The last two days in the Indian Premier League (IPL) have witnessed a couple of strange incidents. Twice, the stumps were hit (quite hard actually) either by a fielder or the bowler himself. But the bails didn't fall onto the ground. Consequently, the batsman was declared not out and this has led to quite a debate.
In the first of these instances, MS Dhoni flipped the ball back onto the stumps in the game against the Kings XI Punjab when KL Rahul was batting. The wicket-keeper did his job exceptionally well as he didn't even have a sight of the stumps. This happened at a crucial juncture in the match and the batsman was clearly short of his crease. But, the bails lit up and didn't fall onto the ground and thus Rahul survived this close call.
A similar incident took place in the game between Rajasthan Royals and the Kolkata Knight Riders. Dhawal Kulkarni, found the inside edge of Chris Lynn and the ball hit the stumps. The bowler started celebrating but the bails did not fall onto the ground. Thus, Chris Lynn survived this scare and went on to to register a half-century in the match.
What should be done in such a scenario?
According to the rule, if the bails do not fall onto the ground during the dismissal process, it is declared not out. But, it has to be kept in mind that there weren't any LED stumps when this rule was made. Back then, it might have been quite a difficult to determine whether the bails got disconnected from the stumps or not.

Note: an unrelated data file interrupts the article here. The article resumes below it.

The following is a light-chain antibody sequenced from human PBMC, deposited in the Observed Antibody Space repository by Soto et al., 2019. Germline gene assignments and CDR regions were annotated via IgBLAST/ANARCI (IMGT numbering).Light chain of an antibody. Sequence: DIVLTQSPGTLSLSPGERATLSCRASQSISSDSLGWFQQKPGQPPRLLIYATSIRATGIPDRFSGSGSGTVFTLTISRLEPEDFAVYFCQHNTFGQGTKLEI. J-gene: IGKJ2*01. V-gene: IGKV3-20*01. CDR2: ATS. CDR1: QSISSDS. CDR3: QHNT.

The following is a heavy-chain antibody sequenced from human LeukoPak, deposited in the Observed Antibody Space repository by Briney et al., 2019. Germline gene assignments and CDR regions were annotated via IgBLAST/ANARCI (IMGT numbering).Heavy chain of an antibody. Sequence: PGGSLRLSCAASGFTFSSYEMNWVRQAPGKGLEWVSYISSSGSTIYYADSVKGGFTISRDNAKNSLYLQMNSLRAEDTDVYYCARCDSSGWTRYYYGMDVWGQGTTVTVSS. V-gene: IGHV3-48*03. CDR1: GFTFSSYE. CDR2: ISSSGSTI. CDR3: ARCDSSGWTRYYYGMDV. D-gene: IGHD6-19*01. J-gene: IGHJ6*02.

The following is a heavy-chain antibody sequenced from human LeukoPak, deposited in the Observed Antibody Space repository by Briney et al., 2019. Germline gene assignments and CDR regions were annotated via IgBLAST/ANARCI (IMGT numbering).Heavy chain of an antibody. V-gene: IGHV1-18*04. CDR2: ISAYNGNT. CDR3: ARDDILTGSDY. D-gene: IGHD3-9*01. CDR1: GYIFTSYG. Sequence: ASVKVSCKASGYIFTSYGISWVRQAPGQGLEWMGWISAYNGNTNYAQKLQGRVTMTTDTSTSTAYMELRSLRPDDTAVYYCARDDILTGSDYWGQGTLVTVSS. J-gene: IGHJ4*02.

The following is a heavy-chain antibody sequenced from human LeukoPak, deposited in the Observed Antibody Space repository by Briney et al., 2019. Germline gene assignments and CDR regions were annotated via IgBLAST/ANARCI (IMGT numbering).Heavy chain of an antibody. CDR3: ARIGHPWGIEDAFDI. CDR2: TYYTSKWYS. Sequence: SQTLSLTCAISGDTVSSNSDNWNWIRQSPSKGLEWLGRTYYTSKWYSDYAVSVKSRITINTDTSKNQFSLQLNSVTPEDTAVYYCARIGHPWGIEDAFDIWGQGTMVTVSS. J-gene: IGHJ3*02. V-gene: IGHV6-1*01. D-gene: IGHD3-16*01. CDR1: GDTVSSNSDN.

Thus, to make things easier, possibly when the law was made, it was declared that the bails had to fall onto the ground. But now, since there is an advanced technology in place, there is no ambiguity whatsoever.
Recently, the rules about the batsmen grounding his bat while running were also changed. If the bat is grounded in the crease once, it will not matter if it gets back in the air again. He will be declared not out.
A batsman is declared stumped out even if he is momentarily out of his crease. Likewise with run-out calls as well. If this can be the case, batsmen can be declared out even when the bails light up at least for a fraction of a second. Technically, the bails have been dislodged from their position and it doesn't really go against the fundamentals of cricket. Only that they do not fall to the ground.
There is more clarity and conciseness now to determine if the balls are dislodged from the bails. Thus, it surely makes sense that the batsman can be given out even if the bails are dislodged momentarily and fall back into their place. This makes a very good case for the MCC to reconsider the laws.
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